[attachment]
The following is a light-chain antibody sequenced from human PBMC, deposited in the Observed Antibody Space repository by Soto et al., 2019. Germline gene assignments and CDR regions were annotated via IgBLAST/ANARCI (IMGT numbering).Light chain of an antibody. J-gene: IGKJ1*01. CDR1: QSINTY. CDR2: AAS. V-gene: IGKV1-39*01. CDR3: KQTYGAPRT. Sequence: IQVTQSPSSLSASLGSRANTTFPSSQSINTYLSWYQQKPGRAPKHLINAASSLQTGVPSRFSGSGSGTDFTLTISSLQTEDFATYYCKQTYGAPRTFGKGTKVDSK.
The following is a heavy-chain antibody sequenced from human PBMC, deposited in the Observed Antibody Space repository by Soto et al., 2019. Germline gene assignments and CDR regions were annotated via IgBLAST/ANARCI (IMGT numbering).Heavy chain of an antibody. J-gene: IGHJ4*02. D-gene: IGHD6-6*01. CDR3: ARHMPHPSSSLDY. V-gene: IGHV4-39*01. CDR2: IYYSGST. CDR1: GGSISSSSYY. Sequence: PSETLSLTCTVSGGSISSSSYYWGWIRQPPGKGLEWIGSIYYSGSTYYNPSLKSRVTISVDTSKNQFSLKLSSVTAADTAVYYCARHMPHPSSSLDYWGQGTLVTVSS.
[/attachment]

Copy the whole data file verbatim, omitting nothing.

The following is a light-chain antibody sequenced from human PBMC, deposited in the Observed Antibody Space repository by Soto et al., 2019. Germline gene assignments and CDR regions were annotated via IgBLAST/ANARCI (IMGT numbering).Light chain of an antibody. J-gene: IGKJ1*01. CDR1: QSINTY. CDR2: AAS. V-gene: IGKV1-39*01. CDR3: KQTYGAPRT. Sequence: IQVTQSPSSLSASLGSRANTTFPSSQSINTYLSWYQQKPGRAPKHLINAASSLQTGVPSRFSGSGSGTDFTLTISSLQTEDFATYYCKQTYGAPRTFGKGTKVDSK.
The following is a heavy-chain antibody sequenced from human PBMC, deposited in the Observed Antibody Space repository by Soto et al., 2019. Germline gene assignments and CDR regions were annotated via IgBLAST/ANARCI (IMGT numbering).Heavy chain of an antibody. J-gene: IGHJ4*02. D-gene: IGHD6-6*01. CDR3: ARHMPHPSSSLDY. V-gene: IGHV4-39*01. CDR2: IYYSGST. CDR1: GGSISSSSYY. Sequence: PSETLSLTCTVSGGSISSSSYYWGWIRQPPGKGLEWIGSIYYSGSTYYNPSLKSRVTISVDTSKNQFSLKLSSVTAADTAVYYCARHMPHPSSSLDYWGQGTLVTVSS.